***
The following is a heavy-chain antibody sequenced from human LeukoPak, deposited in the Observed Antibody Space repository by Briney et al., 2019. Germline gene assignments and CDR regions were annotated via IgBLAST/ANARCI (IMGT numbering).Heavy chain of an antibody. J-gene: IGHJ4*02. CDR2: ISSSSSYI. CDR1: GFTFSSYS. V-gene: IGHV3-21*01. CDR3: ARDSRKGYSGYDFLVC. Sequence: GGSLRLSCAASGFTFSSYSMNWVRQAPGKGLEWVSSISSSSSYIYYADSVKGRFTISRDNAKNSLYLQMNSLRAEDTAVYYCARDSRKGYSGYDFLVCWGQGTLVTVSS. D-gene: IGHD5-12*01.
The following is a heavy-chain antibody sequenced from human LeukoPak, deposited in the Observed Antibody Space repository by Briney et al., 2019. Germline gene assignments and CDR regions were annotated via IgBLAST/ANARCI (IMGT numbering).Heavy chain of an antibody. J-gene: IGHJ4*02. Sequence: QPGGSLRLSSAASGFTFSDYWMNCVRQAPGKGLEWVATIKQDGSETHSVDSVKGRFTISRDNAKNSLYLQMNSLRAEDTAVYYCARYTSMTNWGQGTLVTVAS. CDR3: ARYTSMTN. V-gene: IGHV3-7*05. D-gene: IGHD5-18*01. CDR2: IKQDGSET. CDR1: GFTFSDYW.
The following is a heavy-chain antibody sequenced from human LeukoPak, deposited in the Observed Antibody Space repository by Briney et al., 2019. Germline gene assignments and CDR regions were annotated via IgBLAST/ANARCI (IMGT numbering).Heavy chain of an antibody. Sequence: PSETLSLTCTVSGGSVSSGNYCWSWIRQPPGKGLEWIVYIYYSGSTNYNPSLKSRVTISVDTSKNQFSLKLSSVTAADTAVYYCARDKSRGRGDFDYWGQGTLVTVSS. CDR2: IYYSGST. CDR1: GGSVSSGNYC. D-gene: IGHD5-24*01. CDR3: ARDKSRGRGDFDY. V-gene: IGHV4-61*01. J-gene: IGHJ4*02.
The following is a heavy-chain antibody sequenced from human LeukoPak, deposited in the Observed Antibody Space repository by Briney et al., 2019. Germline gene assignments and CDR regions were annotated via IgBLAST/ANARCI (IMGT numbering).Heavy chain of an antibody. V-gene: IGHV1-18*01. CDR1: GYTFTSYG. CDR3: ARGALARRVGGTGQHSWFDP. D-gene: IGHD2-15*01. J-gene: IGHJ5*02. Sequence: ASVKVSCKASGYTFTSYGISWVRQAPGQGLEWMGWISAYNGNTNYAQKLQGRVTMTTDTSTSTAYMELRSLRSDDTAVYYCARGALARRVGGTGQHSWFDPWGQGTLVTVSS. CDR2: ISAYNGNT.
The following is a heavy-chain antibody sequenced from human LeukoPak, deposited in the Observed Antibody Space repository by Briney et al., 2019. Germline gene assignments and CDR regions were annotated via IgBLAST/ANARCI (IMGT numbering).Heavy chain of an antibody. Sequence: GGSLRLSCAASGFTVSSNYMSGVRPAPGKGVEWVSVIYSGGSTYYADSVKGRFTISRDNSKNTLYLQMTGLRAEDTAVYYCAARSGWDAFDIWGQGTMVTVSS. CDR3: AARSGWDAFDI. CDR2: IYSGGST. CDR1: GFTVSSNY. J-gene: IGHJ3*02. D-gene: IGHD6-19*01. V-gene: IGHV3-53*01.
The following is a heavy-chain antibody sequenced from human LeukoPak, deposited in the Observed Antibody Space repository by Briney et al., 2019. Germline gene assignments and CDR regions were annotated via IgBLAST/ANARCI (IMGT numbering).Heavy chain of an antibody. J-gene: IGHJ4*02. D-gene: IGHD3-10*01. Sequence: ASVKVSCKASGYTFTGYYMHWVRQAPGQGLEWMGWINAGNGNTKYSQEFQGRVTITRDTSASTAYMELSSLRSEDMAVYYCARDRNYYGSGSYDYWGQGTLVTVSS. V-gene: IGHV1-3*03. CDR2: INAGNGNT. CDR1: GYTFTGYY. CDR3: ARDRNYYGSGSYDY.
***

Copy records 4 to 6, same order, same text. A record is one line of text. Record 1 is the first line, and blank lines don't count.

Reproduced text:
The following is a heavy-chain antibody sequenced from human LeukoPak, deposited in the Observed Antibody Space repository by Briney et al., 2019. Germline gene assignments and CDR regions were annotated via IgBLAST/ANARCI (IMGT numbering).Heavy chain of an antibody. V-gene: IGHV1-18*01. CDR1: GYTFTSYG. CDR3: ARGALARRVGGTGQHSWFDP. D-gene: IGHD2-15*01. J-gene: IGHJ5*02. Sequence: ASVKVSCKASGYTFTSYGISWVRQAPGQGLEWMGWISAYNGNTNYAQKLQGRVTMTTDTSTSTAYMELRSLRSDDTAVYYCARGALARRVGGTGQHSWFDPWGQGTLVTVSS. CDR2: ISAYNGNT.
The following is a heavy-chain antibody sequenced from human LeukoPak, deposited in the Observed Antibody Space repository by Briney et al., 2019. Germline gene assignments and CDR regions were annotated via IgBLAST/ANARCI (IMGT numbering).Heavy chain of an antibody. Sequence: GGSLRLSCAASGFTVSSNYMSGVRPAPGKGVEWVSVIYSGGSTYYADSVKGRFTISRDNSKNTLYLQMTGLRAEDTAVYYCAARSGWDAFDIWGQGTMVTVSS. CDR3: AARSGWDAFDI. CDR2: IYSGGST. CDR1: GFTVSSNY. J-gene: IGHJ3*02. D-gene: IGHD6-19*01. V-gene: IGHV3-53*01.
The following is a heavy-chain antibody sequenced from human LeukoPak, deposited in the Observed Antibody Space repository by Briney et al., 2019. Germline gene assignments and CDR regions were annotated via IgBLAST/ANARCI (IMGT numbering).Heavy chain of an antibody. J-gene: IGHJ4*02. D-gene: IGHD3-10*01. Sequence: ASVKVSCKASGYTFTGYYMHWVRQAPGQGLEWMGWINAGNGNTKYSQEFQGRVTITRDTSASTAYMELSSLRSEDMAVYYCARDRNYYGSGSYDYWGQGTLVTVSS. V-gene: IGHV1-3*03. CDR2: INAGNGNT. CDR1: GYTFTGYY. CDR3: ARDRNYYGSGSYDY.